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Our panelists give you the scoop on all the inside business information before you hear it anywhere else in The Informer segment:
David Asman: The Reagans (search) miniseries has created a big hub-bub over bias scripts and fabricated quotes. It was supposed to be on CBS. Then they scooted it over to Showtime. Bottom line -- could this whole controversy actually help Viacom (VIA) the company that owns these two networks? Melanie, can Viacom end up profiting from “The Reagans” controversy?
Melanie Wells, senior editor: CBS stands to make more money by not running the miniseries. Top media buyers at OMD and MediaCom tell me that advertisers didn’t want it anyway, even before the controversy.
David Asman: So Viacom, the owner of both CBS and Showtime, stands to make out well as a result of this?
Melanie Wells: Absolutely. CBS will get more money by not running it, the look like good guys for not running it. Showtime, which desperately needs viewers, and now they’re going to have me, gets to run it.
David Asman:You’re going to buy Showtime just to see the miniseries?
Melanie Wells: Absolutely.
David Asman: Dennis, would you?
Dennis Kneale, managing editor: I think that CBS is looking really bad here. I think they look like a coward and a liar.
David Asman: Well, CBS does, but the question is whether Viacom makes out as a result.
Dennis Kneale: To the $25 billion company that is Viacom, the parent company of both CBS and Showtime this is going to make no difference. But should you buy Viacom stock? Yeah. It’s at $40, it was at about $75 at its peak, and now it earns almost as much in a single quarter as it earned back then in a whole year, so yeah, Viacom’s a buy anyway.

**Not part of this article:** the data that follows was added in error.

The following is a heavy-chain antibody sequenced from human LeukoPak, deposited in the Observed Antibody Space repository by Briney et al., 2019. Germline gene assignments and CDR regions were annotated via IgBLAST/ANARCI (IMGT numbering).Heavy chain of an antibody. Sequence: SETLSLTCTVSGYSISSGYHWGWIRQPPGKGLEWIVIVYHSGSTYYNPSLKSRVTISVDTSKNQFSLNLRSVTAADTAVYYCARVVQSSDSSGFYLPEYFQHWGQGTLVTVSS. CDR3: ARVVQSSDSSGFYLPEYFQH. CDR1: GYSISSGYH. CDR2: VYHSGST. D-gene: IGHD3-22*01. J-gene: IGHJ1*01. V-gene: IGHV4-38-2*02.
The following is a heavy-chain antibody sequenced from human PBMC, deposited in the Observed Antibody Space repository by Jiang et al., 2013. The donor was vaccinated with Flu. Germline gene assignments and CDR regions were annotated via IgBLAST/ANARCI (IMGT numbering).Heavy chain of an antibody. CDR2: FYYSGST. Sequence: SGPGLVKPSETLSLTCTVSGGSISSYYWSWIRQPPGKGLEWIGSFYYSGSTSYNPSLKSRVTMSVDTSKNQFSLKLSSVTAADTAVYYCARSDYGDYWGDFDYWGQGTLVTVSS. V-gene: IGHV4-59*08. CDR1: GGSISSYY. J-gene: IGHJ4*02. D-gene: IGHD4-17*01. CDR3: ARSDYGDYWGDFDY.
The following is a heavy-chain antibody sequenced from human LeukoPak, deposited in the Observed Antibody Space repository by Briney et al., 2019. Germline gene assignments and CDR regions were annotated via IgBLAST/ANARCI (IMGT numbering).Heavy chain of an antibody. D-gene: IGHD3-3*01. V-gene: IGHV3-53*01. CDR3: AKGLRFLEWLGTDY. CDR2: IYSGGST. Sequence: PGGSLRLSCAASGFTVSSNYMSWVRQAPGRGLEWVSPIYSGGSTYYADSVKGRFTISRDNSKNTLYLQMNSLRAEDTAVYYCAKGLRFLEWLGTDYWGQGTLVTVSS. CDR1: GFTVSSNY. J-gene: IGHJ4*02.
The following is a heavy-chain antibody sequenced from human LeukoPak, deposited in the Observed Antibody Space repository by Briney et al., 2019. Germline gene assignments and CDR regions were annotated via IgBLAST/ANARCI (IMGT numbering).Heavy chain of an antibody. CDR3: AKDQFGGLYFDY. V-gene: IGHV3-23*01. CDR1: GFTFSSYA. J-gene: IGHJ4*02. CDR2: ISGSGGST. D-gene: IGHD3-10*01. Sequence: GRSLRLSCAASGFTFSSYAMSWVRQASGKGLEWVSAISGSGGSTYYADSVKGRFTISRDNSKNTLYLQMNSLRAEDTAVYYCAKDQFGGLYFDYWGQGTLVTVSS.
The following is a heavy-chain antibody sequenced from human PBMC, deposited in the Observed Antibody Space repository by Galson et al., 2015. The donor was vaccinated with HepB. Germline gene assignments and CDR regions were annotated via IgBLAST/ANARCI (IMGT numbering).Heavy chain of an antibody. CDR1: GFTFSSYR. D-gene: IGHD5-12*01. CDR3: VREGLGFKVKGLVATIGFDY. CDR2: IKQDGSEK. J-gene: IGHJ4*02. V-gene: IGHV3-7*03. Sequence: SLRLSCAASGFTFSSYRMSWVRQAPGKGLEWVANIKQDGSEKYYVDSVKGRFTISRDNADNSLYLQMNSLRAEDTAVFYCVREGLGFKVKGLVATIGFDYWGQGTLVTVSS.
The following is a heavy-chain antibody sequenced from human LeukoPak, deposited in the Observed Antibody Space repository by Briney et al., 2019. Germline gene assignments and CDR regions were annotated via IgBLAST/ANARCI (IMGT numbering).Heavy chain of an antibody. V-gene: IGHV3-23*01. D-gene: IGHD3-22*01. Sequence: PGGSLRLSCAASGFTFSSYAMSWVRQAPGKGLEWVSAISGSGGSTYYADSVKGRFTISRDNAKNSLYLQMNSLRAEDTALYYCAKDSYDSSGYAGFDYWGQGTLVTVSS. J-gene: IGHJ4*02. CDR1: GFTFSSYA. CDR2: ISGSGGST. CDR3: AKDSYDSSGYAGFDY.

Jim Michaels, editorial vice president: Melanie, you’re being much too kind to these swollen egos who run these entertainment conglomerates. Listen, for years they’ve been foisting on the American people left-wing, liberal propaganda against business. They pretended it was entertainment, and they didn’t pay any attention. All of a sudden, they went too far. They suddenly realized “hey, a lot of people out there don’t like the stuff we’re giving them.” If it wakes them up, it could be good for Viacom in the industry, and I think this is a sign that it’s waking them up.
Melanie Wells: I think they anticipated, and perhaps even engineered the controversy, because they needed viewers.
Jim Michaels: Then they’re even dumber than I thought they were.
David Asman: Well, Bob, what do the big guys at Viacom think about all this?
Bob Lenzner, national editor: I think they think they got embarrassed, but they claimed they knew the film was bad quite a while before it blew up. I think it’s a fairly elegant compromise that they have worked out here. They didn’t deep-six the whole thing because it was bad. They have changed it, I have talked to someone yesterday who has actually seen it, who says they’ve taken out all of the bad parts on Ronald Reagan, and left in all the bad parts about Nancy Reagan. And they will have a group of people discussing it on Showtime from all different political affiliations.